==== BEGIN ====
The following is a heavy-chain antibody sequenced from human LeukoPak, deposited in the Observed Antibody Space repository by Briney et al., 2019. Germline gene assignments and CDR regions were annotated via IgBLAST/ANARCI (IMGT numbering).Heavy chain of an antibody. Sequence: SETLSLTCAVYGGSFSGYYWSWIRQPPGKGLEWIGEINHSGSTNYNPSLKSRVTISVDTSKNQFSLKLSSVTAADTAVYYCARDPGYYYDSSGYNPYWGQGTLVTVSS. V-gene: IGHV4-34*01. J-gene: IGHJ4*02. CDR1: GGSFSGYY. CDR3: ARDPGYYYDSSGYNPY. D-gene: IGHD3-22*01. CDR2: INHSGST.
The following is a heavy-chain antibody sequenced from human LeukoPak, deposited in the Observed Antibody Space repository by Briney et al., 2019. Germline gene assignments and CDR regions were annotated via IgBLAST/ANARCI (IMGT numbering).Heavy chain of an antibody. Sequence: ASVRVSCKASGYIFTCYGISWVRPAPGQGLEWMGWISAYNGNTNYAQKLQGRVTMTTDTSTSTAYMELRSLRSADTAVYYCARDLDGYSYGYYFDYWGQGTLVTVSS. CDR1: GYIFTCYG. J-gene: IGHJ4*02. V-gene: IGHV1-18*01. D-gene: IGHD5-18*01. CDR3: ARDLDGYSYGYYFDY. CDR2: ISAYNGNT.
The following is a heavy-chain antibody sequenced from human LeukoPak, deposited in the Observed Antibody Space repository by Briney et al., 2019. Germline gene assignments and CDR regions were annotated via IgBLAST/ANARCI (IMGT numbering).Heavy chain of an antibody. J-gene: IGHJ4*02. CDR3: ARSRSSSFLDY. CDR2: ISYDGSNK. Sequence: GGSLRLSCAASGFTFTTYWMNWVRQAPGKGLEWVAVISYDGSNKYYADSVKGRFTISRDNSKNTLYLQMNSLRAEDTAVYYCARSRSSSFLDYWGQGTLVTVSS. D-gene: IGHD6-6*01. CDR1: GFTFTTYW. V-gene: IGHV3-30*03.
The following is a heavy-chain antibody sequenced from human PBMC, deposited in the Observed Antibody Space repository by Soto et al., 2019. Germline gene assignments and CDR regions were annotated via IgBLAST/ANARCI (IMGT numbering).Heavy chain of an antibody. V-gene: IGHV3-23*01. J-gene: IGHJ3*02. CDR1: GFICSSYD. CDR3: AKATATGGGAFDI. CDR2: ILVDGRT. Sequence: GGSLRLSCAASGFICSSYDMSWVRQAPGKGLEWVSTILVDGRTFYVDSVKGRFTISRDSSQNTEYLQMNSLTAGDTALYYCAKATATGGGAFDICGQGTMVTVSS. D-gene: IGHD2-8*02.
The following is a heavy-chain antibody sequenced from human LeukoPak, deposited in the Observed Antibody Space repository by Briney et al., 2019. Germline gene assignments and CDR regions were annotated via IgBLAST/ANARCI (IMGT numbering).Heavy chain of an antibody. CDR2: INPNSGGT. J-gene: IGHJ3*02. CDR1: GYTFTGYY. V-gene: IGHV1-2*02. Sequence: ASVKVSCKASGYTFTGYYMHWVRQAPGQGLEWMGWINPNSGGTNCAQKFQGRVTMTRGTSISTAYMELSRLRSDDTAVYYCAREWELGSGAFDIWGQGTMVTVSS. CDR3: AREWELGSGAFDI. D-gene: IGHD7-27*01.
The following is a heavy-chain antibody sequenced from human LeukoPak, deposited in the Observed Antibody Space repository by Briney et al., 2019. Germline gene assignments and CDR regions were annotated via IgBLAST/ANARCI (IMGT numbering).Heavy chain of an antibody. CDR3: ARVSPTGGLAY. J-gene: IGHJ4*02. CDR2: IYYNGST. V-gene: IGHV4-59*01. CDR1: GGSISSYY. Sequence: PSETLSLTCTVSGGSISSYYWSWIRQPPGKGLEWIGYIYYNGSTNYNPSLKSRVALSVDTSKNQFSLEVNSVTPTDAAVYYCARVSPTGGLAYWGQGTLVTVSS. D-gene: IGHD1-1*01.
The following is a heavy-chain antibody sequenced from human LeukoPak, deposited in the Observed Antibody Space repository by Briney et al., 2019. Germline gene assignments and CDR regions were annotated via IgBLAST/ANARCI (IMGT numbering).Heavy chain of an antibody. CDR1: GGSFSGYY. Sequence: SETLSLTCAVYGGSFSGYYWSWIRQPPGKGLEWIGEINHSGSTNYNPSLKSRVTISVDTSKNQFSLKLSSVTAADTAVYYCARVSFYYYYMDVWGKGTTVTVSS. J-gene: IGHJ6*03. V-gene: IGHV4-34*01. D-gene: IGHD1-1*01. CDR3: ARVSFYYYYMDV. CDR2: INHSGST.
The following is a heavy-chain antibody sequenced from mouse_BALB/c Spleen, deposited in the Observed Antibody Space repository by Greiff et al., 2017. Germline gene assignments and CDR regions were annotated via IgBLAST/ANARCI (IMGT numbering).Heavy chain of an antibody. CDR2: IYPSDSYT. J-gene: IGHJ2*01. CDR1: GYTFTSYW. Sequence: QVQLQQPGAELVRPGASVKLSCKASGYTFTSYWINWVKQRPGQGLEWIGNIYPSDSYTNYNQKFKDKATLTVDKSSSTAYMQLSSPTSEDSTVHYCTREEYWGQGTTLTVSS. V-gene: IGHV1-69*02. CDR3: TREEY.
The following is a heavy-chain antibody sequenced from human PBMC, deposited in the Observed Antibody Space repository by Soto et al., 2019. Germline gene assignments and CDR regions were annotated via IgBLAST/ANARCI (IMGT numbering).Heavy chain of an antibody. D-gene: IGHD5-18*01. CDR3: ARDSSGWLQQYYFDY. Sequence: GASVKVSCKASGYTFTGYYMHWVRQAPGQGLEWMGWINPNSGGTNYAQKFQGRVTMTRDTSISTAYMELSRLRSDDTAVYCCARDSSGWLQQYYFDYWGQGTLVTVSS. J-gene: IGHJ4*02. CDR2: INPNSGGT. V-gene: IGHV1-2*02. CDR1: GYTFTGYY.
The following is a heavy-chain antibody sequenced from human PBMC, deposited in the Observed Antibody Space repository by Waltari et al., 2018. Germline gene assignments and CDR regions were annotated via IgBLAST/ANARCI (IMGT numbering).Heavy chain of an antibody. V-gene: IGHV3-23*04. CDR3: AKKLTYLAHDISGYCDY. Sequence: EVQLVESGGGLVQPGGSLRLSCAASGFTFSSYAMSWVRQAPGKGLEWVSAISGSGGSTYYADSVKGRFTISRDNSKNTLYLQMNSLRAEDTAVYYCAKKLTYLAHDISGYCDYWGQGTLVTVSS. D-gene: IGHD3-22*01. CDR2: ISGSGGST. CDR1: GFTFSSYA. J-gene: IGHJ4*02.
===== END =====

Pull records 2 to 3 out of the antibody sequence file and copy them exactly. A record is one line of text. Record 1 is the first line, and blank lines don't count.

The following is a heavy-chain antibody sequenced from human LeukoPak, deposited in the Observed Antibody Space repository by Briney et al., 2019. Germline gene assignments and CDR regions were annotated via IgBLAST/ANARCI (IMGT numbering).Heavy chain of an antibody. Sequence: ASVRVSCKASGYIFTCYGISWVRPAPGQGLEWMGWISAYNGNTNYAQKLQGRVTMTTDTSTSTAYMELRSLRSADTAVYYCARDLDGYSYGYYFDYWGQGTLVTVSS. CDR1: GYIFTCYG. J-gene: IGHJ4*02. V-gene: IGHV1-18*01. D-gene: IGHD5-18*01. CDR3: ARDLDGYSYGYYFDY. CDR2: ISAYNGNT.
The following is a heavy-chain antibody sequenced from human LeukoPak, deposited in the Observed Antibody Space repository by Briney et al., 2019. Germline gene assignments and CDR regions were annotated via IgBLAST/ANARCI (IMGT numbering).Heavy chain of an antibody. J-gene: IGHJ4*02. CDR3: ARSRSSSFLDY. CDR2: ISYDGSNK. Sequence: GGSLRLSCAASGFTFTTYWMNWVRQAPGKGLEWVAVISYDGSNKYYADSVKGRFTISRDNSKNTLYLQMNSLRAEDTAVYYCARSRSSSFLDYWGQGTLVTVSS. D-gene: IGHD6-6*01. CDR1: GFTFTTYW. V-gene: IGHV3-30*03.